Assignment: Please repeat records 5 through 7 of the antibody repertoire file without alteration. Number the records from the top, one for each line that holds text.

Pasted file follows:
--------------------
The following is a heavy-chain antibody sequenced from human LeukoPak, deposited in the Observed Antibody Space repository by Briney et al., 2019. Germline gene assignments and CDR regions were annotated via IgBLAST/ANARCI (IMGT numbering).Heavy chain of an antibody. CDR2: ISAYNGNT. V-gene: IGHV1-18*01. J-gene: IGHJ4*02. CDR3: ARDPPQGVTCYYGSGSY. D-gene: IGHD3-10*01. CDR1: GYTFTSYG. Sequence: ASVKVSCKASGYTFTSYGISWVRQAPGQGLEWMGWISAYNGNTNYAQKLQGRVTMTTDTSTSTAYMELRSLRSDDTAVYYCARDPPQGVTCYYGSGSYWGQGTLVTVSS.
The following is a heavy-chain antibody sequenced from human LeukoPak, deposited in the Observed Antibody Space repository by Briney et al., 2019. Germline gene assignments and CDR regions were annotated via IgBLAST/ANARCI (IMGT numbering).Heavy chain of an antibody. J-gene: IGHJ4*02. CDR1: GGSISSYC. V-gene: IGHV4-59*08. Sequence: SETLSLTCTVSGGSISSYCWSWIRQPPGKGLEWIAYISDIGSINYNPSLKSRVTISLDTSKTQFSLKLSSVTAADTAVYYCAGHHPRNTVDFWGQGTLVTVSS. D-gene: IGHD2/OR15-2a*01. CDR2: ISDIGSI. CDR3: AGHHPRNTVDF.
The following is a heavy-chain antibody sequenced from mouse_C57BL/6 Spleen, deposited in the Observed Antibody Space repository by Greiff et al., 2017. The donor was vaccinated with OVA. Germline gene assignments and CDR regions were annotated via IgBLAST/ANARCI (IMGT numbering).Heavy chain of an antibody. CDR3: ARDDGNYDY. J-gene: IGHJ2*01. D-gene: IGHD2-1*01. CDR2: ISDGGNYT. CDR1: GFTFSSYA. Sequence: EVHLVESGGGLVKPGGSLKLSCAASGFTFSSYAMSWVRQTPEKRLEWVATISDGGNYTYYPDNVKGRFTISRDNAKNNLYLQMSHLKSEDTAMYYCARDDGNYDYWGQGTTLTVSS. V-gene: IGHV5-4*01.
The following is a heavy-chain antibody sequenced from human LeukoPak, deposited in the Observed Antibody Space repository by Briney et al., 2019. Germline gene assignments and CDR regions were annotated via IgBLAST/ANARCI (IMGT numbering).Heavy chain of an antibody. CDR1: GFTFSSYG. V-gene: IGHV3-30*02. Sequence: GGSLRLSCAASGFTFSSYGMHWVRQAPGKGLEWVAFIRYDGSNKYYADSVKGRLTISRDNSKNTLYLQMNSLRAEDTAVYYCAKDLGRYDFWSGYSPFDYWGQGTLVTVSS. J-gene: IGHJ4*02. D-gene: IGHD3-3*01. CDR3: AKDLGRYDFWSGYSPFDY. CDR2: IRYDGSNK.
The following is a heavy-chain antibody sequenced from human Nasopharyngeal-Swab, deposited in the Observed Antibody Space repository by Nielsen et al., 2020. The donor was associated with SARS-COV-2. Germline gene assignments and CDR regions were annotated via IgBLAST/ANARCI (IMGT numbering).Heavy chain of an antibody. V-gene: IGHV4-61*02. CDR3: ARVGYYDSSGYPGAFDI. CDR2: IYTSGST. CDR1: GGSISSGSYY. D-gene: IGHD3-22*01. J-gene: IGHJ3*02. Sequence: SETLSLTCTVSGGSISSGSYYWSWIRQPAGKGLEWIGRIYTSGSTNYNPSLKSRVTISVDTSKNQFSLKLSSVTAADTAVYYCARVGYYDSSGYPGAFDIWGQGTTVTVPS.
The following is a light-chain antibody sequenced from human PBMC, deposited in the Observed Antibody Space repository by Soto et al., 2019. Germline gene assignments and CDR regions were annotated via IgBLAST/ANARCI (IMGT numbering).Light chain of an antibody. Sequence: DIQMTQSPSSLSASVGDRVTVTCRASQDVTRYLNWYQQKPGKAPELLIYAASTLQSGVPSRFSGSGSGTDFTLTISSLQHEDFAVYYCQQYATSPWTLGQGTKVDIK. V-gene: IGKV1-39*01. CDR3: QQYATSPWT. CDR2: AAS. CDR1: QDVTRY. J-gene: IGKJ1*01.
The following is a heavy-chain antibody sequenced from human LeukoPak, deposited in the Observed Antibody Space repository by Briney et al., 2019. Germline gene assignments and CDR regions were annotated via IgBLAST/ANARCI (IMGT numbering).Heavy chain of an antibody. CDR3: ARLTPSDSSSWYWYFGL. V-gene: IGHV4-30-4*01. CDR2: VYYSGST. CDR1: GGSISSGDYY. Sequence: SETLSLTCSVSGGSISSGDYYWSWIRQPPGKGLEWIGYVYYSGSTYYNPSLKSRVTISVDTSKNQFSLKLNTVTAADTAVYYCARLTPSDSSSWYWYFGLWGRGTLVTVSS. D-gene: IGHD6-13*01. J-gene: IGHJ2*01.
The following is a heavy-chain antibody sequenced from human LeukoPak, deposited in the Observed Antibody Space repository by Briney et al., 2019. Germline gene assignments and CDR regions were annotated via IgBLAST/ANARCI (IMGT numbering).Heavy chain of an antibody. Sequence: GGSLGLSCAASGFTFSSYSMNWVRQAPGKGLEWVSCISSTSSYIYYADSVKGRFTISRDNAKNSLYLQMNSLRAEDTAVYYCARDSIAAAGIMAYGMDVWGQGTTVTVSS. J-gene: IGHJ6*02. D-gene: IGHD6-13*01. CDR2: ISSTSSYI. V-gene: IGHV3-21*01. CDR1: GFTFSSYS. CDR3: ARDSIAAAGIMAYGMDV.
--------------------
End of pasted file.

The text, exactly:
The following is a heavy-chain antibody sequenced from human Nasopharyngeal-Swab, deposited in the Observed Antibody Space repository by Nielsen et al., 2020. The donor was associated with SARS-COV-2. Germline gene assignments and CDR regions were annotated via IgBLAST/ANARCI (IMGT numbering).Heavy chain of an antibody. V-gene: IGHV4-61*02. CDR3: ARVGYYDSSGYPGAFDI. CDR2: IYTSGST. CDR1: GGSISSGSYY. D-gene: IGHD3-22*01. J-gene: IGHJ3*02. Sequence: SETLSLTCTVSGGSISSGSYYWSWIRQPAGKGLEWIGRIYTSGSTNYNPSLKSRVTISVDTSKNQFSLKLSSVTAADTAVYYCARVGYYDSSGYPGAFDIWGQGTTVTVPS.
The following is a light-chain antibody sequenced from human PBMC, deposited in the Observed Antibody Space repository by Soto et al., 2019. Germline gene assignments and CDR regions were annotated via IgBLAST/ANARCI (IMGT numbering).Light chain of an antibody. Sequence: DIQMTQSPSSLSASVGDRVTVTCRASQDVTRYLNWYQQKPGKAPELLIYAASTLQSGVPSRFSGSGSGTDFTLTISSLQHEDFAVYYCQQYATSPWTLGQGTKVDIK. V-gene: IGKV1-39*01. CDR3: QQYATSPWT. CDR2: AAS. CDR1: QDVTRY. J-gene: IGKJ1*01.
The following is a heavy-chain antibody sequenced from human LeukoPak, deposited in the Observed Antibody Space repository by Briney et al., 2019. Germline gene assignments and CDR regions were annotated via IgBLAST/ANARCI (IMGT numbering).Heavy chain of an antibody. CDR3: ARLTPSDSSSWYWYFGL. V-gene: IGHV4-30-4*01. CDR2: VYYSGST. CDR1: GGSISSGDYY. Sequence: SETLSLTCSVSGGSISSGDYYWSWIRQPPGKGLEWIGYVYYSGSTYYNPSLKSRVTISVDTSKNQFSLKLNTVTAADTAVYYCARLTPSDSSSWYWYFGLWGRGTLVTVSS. D-gene: IGHD6-13*01. J-gene: IGHJ2*01.